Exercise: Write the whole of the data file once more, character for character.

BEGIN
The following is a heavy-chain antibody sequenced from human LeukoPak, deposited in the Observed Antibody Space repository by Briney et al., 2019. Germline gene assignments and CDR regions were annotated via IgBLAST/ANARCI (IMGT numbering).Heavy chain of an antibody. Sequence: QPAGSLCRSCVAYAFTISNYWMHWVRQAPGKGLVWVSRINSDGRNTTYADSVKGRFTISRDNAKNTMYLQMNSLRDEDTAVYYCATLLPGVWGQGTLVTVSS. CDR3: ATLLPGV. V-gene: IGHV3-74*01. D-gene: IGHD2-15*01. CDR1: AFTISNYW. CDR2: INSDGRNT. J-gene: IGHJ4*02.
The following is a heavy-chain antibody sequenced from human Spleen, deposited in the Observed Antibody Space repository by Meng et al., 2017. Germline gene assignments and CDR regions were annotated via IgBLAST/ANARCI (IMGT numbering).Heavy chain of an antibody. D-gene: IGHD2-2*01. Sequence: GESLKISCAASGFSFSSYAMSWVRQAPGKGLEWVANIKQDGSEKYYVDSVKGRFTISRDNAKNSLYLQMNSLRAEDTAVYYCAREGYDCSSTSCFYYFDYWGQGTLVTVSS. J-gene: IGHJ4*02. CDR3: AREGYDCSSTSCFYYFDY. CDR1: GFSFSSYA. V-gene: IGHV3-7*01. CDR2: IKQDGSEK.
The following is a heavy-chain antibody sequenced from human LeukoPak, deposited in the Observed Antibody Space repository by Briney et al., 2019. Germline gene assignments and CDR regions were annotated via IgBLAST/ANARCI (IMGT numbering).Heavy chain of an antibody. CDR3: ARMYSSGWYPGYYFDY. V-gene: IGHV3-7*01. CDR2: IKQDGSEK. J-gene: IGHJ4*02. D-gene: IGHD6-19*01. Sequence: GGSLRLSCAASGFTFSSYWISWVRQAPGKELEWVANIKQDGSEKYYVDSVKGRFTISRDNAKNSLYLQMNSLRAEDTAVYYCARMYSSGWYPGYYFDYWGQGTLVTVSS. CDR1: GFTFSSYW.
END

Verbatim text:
The following is a heavy-chain antibody sequenced from human LeukoPak, deposited in the Observed Antibody Space repository by Briney et al., 2019. Germline gene assignments and CDR regions were annotated via IgBLAST/ANARCI (IMGT numbering).Heavy chain of an antibody. Sequence: QPAGSLCRSCVAYAFTISNYWMHWVRQAPGKGLVWVSRINSDGRNTTYADSVKGRFTISRDNAKNTMYLQMNSLRDEDTAVYYCATLLPGVWGQGTLVTVSS. CDR3: ATLLPGV. V-gene: IGHV3-74*01. D-gene: IGHD2-15*01. CDR1: AFTISNYW. CDR2: INSDGRNT. J-gene: IGHJ4*02.
The following is a heavy-chain antibody sequenced from human Spleen, deposited in the Observed Antibody Space repository by Meng et al., 2017. Germline gene assignments and CDR regions were annotated via IgBLAST/ANARCI (IMGT numbering).Heavy chain of an antibody. D-gene: IGHD2-2*01. Sequence: GESLKISCAASGFSFSSYAMSWVRQAPGKGLEWVANIKQDGSEKYYVDSVKGRFTISRDNAKNSLYLQMNSLRAEDTAVYYCAREGYDCSSTSCFYYFDYWGQGTLVTVSS. J-gene: IGHJ4*02. CDR3: AREGYDCSSTSCFYYFDY. CDR1: GFSFSSYA. V-gene: IGHV3-7*01. CDR2: IKQDGSEK.
The following is a heavy-chain antibody sequenced from human LeukoPak, deposited in the Observed Antibody Space repository by Briney et al., 2019. Germline gene assignments and CDR regions were annotated via IgBLAST/ANARCI (IMGT numbering).Heavy chain of an antibody. CDR3: ARMYSSGWYPGYYFDY. V-gene: IGHV3-7*01. CDR2: IKQDGSEK. J-gene: IGHJ4*02. D-gene: IGHD6-19*01. Sequence: GGSLRLSCAASGFTFSSYWISWVRQAPGKELEWVANIKQDGSEKYYVDSVKGRFTISRDNAKNSLYLQMNSLRAEDTAVYYCARMYSSGWYPGYYFDYWGQGTLVTVSS. CDR1: GFTFSSYW.